Maize adaptation to higher latitudes has been facilitated by transposon activities.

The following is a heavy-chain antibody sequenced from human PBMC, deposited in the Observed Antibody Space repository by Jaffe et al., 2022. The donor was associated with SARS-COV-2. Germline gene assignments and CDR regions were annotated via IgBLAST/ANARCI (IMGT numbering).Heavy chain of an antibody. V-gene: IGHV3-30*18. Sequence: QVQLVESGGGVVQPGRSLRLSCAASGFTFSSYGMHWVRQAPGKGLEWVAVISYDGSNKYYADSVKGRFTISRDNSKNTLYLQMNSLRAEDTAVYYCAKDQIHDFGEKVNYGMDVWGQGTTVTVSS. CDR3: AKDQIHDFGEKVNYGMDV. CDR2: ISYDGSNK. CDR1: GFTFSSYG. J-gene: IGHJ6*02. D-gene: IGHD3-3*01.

Proc. Natl. Acad. Sci. USA. Flowering is a major determinant of crop adaptation to new environments. Starting from its tropical origins and requirement for short-day conditions to flower, natural selection and breeding have allowed maize to adapt to long-day environments and thus be grown over a wider range of latitudes, from Canada to Chile. Nevertheless, molecular determinants of this adaptation are poorly understood. In this study, the authors describe a flowering-time quantitative trait locus that overlaps with a DNA transposon. This mobile element acts in cis to repress the transcription of a downstream transcription factor called ZmCCT9. Down-regulation of ZmCCT9 induces the activation of the flowering-promoting gene ZCN8, allowing flowering in long-day conditions. The authors further reveal that insertion of this transposon occurred post-domestication since it is not present at this location in teosinte, the wild ancestor of maize. Remarkably, other major flowering-time quantitative trait loci in maize are also associated with transposons, suggesting that mobile elements have been instrumental in maize adaptation to higher latitudes. Altogether, this study provides new insights in the contribution of transposons to developmental plasticity and local adaptation in crop plants. (Summary by Matthias Benoit) Proc. Natl. Acad. Sci. USA. 10.1073/pnas.1718058115